Two studies from IDC's marketing group provided mixed messages for CMOs.
First, the good news. A survey of 101 large technology companies showed that they expect to increase their marketing budgets by 3.5 percent this year, nearly matching the 3.7 percent growth they expect in sales. The average survey participant was a company with more than $7 billion in sales.
"For the first time in eight years, IDC is seeing that marketing budgets are increasing at about the same rate as revenues," said Sam Melnick, senior research analyst for IDC's CMS Advisor Service. "This is positive news for tech marketers and also a clear indication that the C-Suite is ready to put additional marketing investment up against more promising business prospects."
Those prospects are so-called third platform products such as cloud, social media, mobile technologies, big data and analytics. The survey found companies with a high percentage of those products will be boosting their marketing budgets "upwards of five times" that of the average technology company.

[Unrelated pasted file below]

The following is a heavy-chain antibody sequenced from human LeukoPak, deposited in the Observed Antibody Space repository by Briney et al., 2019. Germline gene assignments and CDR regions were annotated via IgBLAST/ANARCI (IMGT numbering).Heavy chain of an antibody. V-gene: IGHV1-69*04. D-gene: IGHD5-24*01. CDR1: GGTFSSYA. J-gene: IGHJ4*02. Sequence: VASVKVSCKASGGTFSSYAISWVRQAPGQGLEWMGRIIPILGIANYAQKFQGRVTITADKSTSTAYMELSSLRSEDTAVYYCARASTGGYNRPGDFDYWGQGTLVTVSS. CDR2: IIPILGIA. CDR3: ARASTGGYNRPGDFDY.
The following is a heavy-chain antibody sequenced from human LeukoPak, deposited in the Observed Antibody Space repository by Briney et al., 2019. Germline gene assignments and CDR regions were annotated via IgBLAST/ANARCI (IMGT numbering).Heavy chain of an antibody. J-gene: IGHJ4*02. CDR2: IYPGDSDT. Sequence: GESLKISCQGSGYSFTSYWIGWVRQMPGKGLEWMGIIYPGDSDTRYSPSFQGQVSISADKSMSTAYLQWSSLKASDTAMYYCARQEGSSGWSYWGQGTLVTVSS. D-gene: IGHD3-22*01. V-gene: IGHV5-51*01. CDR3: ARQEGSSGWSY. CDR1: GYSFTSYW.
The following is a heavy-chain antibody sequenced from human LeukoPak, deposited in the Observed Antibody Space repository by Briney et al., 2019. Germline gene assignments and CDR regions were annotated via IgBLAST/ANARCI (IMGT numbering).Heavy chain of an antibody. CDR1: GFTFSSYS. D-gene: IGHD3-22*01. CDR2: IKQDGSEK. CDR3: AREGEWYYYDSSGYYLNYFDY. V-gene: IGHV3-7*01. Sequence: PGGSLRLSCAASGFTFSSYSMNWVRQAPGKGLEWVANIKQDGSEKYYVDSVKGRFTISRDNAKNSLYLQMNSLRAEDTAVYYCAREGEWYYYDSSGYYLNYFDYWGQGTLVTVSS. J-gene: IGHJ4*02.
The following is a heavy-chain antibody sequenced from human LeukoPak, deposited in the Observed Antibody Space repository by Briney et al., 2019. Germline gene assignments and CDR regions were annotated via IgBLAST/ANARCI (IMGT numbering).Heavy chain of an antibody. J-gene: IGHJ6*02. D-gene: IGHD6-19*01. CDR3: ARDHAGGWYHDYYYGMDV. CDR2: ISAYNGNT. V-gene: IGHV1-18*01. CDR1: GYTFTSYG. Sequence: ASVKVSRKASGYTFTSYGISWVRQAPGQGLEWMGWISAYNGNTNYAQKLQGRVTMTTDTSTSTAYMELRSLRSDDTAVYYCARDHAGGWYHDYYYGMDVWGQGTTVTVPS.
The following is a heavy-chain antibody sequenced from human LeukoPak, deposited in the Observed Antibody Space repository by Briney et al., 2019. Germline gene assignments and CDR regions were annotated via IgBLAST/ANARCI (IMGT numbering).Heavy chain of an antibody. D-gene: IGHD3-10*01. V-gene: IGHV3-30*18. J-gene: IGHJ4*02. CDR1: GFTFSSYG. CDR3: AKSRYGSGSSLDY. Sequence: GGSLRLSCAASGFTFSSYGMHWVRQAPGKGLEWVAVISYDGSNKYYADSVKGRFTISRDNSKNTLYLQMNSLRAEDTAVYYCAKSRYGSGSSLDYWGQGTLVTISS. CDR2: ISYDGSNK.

Melnick said the growth rate is dependent on continued investment in third platform technologies. "To continue this growth, executives must continue to invest to be competitive in these high-upside segments," he said in a statement.
The bad news is that a separate study of 152 tech companies found that 77 -- just over half -- have replaced their CMO in the past two years as requirements of those jobs shifted from building brand awareness and running campaigns to applying analytics and other digital marketing technologies to help meet specific revenue targets.
Kathleen Schaub, an IDC vice president in the CMO practice, called this an "astonishing" percentage, although the survey confirmed what she reported anecdotally in a CMSWire story more than a month ago. At that time, she said she was seeing a lot of churn in the CMO ranks, estimating that at least a third of the senior marketers had been in their jobs less than two years.
The new finding also runs counter to a recent study by Spencer Stuart, an executive placement firm, that found the tenure of CMOs has soared to 45 months from just 23 months in 2006.
Rise or Fall
"CMOs must own the digital disruption of buyer experience for their companies," Schaub said. "Those CMOs able to rise to the challenge will be provided more resources and given more power. The unprepared will be replaced."
She said chief executives also must wake up to the fact that marketing departments now directly contribute to revenue and reputation.
"It's their job to pick the right person for today's challenges," she said. "To get the CMO selection right means the CEO needs to understand and get closer to marketing."